A rusted lump of iron found at an ancient battlefield in Krefeld, Germany, has revealed itself to be a large fragment from a rare 1st century Roman cavalry mask.
The cavalry mask is of the Nijmegen-Kops type. Only 15 of them are known, most of them found in the former territory of the Batavi, so the type is closely associated with Batavi horsemen. It was attached to the headband of the helmet with a hinge. The emotionless silvered visage was meant to be intimidating for opponents on the battlefield and in hand-to-hand combat.
The Batavi were already intimidating, so famed for their prowess in combat that Rome granted them a special tax and tribute exemption in return for their service in Roman auxiliary infantry, cavalry and in the Augustan-era imperial bodyguards. Out of a population of less than 40,000 Batavi in the 1st century, 5,500 served as elite troops in the Roman military. That means that half of all Batavi men enlisted after they turned 16.
Batavi troops were essential to the conquest of Britain, but after they were withdrawn from Britannia in 66 A.D., tensions rose between the Batavi soldiers and Rome. Gaius Julius Civilis, the son of a Batavi chief who had served in the Roman auxiliaries for 25 years, led to an uprising. He used Roman military tactics against them successfully for a year. In the fall of 69 A.D., Civilis’ crack troops surprised 12,000 Roman legionaries and auxiliaries in their field camp at Gelduba on the left bank of the Rhine. The Batavi entered the camp and started slaughtering, but they weren’t able to finish the job because Roman reinforcements arrived. Technically Rome eked out a victory, but they lost so many men it was Pyrrhic at best.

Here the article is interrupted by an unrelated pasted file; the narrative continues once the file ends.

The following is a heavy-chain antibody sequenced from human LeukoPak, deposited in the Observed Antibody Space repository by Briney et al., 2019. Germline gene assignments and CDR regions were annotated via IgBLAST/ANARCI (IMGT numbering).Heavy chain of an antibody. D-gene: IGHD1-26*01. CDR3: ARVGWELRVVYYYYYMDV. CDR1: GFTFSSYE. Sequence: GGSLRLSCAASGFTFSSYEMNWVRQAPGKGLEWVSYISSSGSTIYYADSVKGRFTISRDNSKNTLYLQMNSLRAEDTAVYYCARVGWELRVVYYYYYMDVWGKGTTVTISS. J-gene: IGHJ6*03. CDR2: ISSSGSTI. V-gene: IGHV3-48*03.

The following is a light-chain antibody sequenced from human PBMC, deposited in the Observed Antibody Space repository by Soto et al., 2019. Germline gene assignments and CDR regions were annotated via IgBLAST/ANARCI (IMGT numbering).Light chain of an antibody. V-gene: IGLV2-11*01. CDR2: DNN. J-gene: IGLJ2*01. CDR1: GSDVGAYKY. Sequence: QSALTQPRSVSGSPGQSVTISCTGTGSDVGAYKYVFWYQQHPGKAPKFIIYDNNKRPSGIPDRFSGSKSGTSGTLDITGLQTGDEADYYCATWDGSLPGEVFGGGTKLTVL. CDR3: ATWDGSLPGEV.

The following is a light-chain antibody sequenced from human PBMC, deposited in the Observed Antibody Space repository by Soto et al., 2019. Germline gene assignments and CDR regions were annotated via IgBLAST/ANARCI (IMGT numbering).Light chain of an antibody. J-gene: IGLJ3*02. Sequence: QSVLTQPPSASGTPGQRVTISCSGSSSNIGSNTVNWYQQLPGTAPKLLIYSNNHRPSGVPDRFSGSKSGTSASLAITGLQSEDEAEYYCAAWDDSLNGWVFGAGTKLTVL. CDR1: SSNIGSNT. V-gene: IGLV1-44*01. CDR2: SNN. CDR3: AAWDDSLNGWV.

Since excavations began at the suspected site of the battle in 2017, thousands of relics of the battle have been unearthed, including 200 horse skeletons, armor and weapons. The corroded, lumpy metal plate was brought to the Archaeological Museum in Krefeld for documentation, conservation and study.
The fragment was X-rayed, and when archaeologists saw an eye slit, an ear and a rivet where the helmet attachment likely was, they realized they had a Phantom of the Opera section of a cavalry mask. Using a thin stream of sand, conservators exposed the eye slit and ear to confirm it was what it seemed to be. The rest of the corrosion will be removed after it spends six months in a lye bath for desalination. Once it is cleaned and conserved, the mask will go on display at the Krefeld Archaeological Museum.